This will probably end up being so much mindless blather, but here goes anyway…
I think that the reason American culture has been so successful, and the reason that so many people in other countries object to it, is because, stemming from a root objective of “freedom” and combining elements from so many other cultures, American culture filters out anything that entails self-sacrifice, suffering, discomfort, and, to a lesser extent, courage and bravery.
Most American cultural products are aimed at keeping an individual warm, cozy, well-fed, and mentally stimulated, but not to the point at which uncomfortable thoughts appear.
This is, of course, a very attractive place to be. Who doesn’t want to be comfortable, well-fed and happy?
Americans have succeeded, for the most part (let’s ignore the inner cities and poverty-stricken rural areas for the time being - they don’t produce culture like Hollywood or MacDonalds), in liberating themselves from all that is horrible in the world - hunger, political oppression, fear, discomfort, daily battles against nature, etc. Forgive the generalization, but that’s what the New World was for, wasn’t it? It was a chance to start over and get things right. (Once it stopped being a penal colony, that is.)According to popular culture, it’s worked.
Other countries have objections to American culture because it makes their long-held traditions of self-sacrifice, discipline and stiff-upper-lip attitudes seem at best irrelevant and at worst comical. These attitudes arose from a world in which life was (and still is, in many European nations) harder, in which many more people had to share far fewer resources, in which you didn’t get ahead by owning a bigger vehicle (horse, whatever) and in which living frugally was the best method of survival for everyone who wasn’t a member of the nobility.
Then along comes America - sucking resources in a manner that Europe or Asia never imagined, championing the idea that everyone can consume as much as he or she wants and be thought the better of for it. Naturally, this idea is attractive, but at the same time it goes against a way of life that Europeans and Asians have learned to take pride in.
I don’t know if humanity can handle American culture for much longer. It’s fun. It feels good. It doesn’t require thought, sacrifice, bravery, discomfort or anything else that our instincts tell us to avoid. It’s based on consumption and greed, the foundations of capitalism and the natural progression of our desire to be more successful as a species. However, logic dictates that given a finite supply of resources, something has to give somewhere.
Technologically speaking, we’re not all that far from a level at which we could almost sustain this type of American culture world-wide, indefinitely. We need to re-engineer all our toys to be more energy-efficient, use energy from the sun more than energy that will run out (fossil fuels), recycle much more than we are, and accept that if we want to keep going like this then we must give up on the idea of preserving wilderness. Really, the only sacrifices we’d need to make would be accepting a few limits on what one can do to make money and maybe a limit on the number of children an individual can have.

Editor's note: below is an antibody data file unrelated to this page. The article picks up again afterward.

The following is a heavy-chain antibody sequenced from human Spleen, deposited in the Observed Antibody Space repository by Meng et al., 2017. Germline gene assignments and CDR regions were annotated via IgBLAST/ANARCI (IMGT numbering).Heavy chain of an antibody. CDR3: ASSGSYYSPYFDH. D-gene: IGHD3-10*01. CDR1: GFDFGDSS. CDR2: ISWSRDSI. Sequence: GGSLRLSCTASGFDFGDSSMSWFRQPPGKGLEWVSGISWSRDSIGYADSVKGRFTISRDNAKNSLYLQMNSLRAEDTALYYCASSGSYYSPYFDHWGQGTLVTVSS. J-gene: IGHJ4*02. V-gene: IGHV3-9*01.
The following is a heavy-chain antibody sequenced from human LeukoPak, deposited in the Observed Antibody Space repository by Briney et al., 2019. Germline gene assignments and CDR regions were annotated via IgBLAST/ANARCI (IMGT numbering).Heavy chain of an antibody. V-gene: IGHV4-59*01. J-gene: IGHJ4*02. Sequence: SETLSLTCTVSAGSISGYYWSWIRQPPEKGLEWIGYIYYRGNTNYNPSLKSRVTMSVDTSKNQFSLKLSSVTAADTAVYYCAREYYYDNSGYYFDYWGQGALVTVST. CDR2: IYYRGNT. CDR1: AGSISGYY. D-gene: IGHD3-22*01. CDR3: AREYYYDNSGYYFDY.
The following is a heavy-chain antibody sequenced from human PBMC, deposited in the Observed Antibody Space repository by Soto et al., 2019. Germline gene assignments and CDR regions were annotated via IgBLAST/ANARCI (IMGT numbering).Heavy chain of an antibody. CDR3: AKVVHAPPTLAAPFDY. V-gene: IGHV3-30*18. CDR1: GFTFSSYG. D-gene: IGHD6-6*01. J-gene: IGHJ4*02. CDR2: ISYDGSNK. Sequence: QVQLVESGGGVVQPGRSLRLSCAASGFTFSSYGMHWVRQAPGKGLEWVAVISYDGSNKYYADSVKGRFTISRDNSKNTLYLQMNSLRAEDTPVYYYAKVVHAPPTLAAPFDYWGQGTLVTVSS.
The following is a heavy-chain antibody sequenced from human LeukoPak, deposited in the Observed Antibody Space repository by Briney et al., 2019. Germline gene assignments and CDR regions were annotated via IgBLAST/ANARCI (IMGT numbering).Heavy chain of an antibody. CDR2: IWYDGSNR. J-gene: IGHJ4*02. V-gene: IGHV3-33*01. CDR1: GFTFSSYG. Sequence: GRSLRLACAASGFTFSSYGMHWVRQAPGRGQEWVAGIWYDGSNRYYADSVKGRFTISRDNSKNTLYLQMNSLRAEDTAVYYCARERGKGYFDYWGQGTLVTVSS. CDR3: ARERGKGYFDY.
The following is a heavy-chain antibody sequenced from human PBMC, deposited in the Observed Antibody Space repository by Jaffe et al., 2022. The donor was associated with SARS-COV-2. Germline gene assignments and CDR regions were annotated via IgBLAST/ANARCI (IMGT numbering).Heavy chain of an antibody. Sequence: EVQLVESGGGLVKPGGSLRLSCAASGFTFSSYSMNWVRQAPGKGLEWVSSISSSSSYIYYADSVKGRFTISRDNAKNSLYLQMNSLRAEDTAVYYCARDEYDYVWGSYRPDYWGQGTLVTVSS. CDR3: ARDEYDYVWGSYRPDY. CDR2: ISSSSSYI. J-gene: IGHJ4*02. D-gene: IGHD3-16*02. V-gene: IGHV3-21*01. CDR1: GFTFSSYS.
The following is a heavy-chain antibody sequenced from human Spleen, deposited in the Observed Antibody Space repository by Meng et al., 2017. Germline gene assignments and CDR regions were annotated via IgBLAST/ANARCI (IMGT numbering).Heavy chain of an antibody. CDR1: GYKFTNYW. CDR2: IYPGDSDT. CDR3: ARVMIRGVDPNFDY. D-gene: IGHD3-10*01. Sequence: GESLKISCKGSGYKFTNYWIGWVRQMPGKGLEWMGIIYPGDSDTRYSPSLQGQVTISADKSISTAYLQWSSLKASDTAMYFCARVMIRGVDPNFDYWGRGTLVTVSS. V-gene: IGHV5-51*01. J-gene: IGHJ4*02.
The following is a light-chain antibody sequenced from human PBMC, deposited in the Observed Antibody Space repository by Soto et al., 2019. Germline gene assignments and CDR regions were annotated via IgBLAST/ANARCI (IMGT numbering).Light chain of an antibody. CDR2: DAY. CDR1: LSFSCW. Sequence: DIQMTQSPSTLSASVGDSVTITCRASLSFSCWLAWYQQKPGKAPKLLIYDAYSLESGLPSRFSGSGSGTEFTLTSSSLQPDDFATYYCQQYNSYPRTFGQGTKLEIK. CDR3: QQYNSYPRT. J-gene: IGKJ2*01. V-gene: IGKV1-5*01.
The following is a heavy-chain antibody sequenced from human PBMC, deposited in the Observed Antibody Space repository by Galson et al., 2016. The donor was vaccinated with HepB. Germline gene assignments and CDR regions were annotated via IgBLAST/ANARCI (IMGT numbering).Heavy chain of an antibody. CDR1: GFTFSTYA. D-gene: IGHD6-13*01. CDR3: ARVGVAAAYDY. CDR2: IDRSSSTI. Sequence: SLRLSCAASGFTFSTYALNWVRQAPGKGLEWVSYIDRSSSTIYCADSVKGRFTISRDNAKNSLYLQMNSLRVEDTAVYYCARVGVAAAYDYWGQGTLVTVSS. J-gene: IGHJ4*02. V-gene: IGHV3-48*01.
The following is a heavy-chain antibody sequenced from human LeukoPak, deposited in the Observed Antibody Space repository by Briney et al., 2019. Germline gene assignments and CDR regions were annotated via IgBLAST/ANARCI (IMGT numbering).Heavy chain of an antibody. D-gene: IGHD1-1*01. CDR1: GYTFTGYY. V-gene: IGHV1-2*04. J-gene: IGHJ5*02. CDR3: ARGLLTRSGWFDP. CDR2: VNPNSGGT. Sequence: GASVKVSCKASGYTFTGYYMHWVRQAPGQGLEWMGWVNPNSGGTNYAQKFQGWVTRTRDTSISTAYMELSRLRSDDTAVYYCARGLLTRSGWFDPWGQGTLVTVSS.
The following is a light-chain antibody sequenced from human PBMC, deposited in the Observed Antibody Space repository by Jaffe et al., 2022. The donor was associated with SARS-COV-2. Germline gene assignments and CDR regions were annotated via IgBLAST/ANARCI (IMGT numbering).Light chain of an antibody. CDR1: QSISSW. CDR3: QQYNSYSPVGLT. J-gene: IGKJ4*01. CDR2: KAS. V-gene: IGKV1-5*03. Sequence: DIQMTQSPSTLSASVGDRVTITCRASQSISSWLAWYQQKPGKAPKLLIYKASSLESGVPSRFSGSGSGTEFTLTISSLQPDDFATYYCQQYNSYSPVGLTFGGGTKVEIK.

Unfortunately, the collective work necessary to accomplish this may already be outside of our capabilities, ironically, because too many of us have internalized the American “you can’t make me do anything I don’t want to do” ethic. If you want to know why Europe has had so much more success initiating environmental reforms, that’s it in a nutshell. If you want to know how Japan gets its workers to put up with more stress, fewer holidays, fewer benefits - again, less American ethic.
I’m not saying there’s anything intrinsically wrong with the American ethic. It may end up being our species’ limiting factor, which would make sense, given that it’s a very natural way to live and we don’t seem to have to try very hard to acclimatize humans to it. But I don’t think that at our current technological level, it’s sustainable. Picture us as a pack of wolves who have just come across a massive herd of caribou, and while we’re devouring them as quickly as we can, our furry girths expanding to an unhealthy level, we’re calling all of our friends and relatives from less caribou-dense areas, convincing them that they can come and just stand here and eat caribou until they die from lack of exercise and heart failure, happy as clams. Given the chance, any wolf would do this. I don’t think we’re any different. This hypothetical wolf population would grow tremendously and be technically very successful (although other wolves who didn’t join them might think that they were soft and fat and ugly, and lacked a connection to their old wolf cultural activies of hunting and travelling and starving periodically) but eventually, the fat wolves would eat all the caribou, unless they learned caribou husbandry techniques, which they really couldn’t be bothered to do because it would be hard and it would interfere with their caribou-eating techniques. Then they would all die, because they’d have no clue how to go back to running around looking for food.
So I guess that’s the problem with American culture, really - it’s just a little too attractive, and people on the outside looking in, people who were raised with different ideas about consumption and growth and materialism, are uneasy about that. Our instincts tell us that to live this way is good, but unless you were raised American, your cultural values tell you that maybe it’s not such a hot idea after all.
I think that’s enough babbling for one afternoon.